WASHINGTON (AP) — Republicans Wednesday repelled numerous attempts by Democrats to defend the Obama administration's environmental agenda as the GOP-controlled House debates a $30 billion measure funding the Environmental Protection Agency and the Interior Department for the upcoming budget year.
Democrats came out on the losing end of votes on administration rules on selling items containing ivory from endangered African elephants, curbing runoff from mountaintop removal coal-mining operations, hydraulic fracturing on federal lands and potential protections for the sage-grouse and the grey wolf.
The White House has vowed to veto the bill over GOP "riders" — or policy add-ons — to thwart Obama's moves on the environment and funding cuts for the EPA budget and other programs.
Republicans have tried many of the riders before only to see them stripped out in end-stage negotiations but they hold a stronger hand now that they control the Senate.
Republicans are seeking to delay the administration from cracking down on ivory sales after widespread complaints from owners of musical instruments, antiques and guns made with ivory, who say the rules are making it more difficult to trade in such items and reducing their value. A revised rule is expected this month in response to the protests.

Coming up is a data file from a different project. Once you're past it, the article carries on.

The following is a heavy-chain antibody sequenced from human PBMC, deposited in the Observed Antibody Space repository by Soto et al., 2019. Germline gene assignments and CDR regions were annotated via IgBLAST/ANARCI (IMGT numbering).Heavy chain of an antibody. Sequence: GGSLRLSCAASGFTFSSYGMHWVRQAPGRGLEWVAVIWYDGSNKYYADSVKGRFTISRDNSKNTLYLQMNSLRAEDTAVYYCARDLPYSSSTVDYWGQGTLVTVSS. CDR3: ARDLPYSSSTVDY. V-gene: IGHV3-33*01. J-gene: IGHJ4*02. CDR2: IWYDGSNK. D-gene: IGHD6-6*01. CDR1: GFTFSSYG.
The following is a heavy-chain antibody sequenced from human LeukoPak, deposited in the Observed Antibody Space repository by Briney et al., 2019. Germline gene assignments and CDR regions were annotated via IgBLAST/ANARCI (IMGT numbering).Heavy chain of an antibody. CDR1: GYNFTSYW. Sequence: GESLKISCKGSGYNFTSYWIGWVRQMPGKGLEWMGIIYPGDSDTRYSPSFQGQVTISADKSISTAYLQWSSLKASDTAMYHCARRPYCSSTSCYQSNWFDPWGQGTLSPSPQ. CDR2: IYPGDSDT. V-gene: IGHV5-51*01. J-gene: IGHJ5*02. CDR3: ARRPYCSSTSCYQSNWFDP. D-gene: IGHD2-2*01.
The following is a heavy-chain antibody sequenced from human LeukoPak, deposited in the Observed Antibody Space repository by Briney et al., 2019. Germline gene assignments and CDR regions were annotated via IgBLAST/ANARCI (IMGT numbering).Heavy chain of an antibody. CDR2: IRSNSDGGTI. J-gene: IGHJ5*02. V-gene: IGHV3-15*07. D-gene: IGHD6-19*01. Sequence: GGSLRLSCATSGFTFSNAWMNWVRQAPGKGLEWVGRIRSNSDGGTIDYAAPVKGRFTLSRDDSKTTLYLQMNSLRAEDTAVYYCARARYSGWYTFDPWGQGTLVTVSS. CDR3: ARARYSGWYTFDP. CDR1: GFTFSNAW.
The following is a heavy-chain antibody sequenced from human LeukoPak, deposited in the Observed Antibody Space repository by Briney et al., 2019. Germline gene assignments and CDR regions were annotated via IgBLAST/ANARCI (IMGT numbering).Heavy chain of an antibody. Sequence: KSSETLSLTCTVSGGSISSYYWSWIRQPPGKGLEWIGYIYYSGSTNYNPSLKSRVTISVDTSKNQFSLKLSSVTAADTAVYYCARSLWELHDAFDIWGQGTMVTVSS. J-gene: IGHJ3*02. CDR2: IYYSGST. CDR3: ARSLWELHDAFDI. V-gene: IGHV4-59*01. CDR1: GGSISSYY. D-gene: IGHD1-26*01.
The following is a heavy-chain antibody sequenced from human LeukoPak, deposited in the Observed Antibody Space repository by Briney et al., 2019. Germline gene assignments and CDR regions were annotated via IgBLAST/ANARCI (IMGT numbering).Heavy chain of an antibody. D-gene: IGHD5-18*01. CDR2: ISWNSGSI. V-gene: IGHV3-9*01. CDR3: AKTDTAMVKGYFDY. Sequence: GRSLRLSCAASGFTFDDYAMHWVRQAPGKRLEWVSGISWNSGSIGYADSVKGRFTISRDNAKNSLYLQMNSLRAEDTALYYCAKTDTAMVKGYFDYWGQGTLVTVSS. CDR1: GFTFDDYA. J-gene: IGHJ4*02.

The rules are aimed at combating elephant and rhinoceros poaching. An amendment by Raul Grijalva, D-Ariz., to block Republicans from interfering with the ivory rule was rejected by a 244-183 vote.
Grijalva also lost an attempt to defend upcoming Interior Department rules on runoff from mountaintop mining operations, which he said have filled in 2,000 miles of streams, destroying habitat and killing fish. Republicans say the department isn't taking job losses from the struggling coal industry into account.
Republicans also defended provisions that try to block proposed the Bureau of Land Management from enforcing new rules governing the use of hydraulic fracturing to extract oil and natural gas from BLM lands. Republicans said the rules create a duplicative compliance system in states that have already issued their own rules and would drive down production, but Rep. Betty McCollum, D-Minn., countered that the BLM is already working with states to iron out kinks.
The underlying bill is expected to pass the House on Thursday by a nearly party-line vote. Companion Senate Appropriations Committee legislation is also controversial but has yet to be brought up for debate by the full Senate.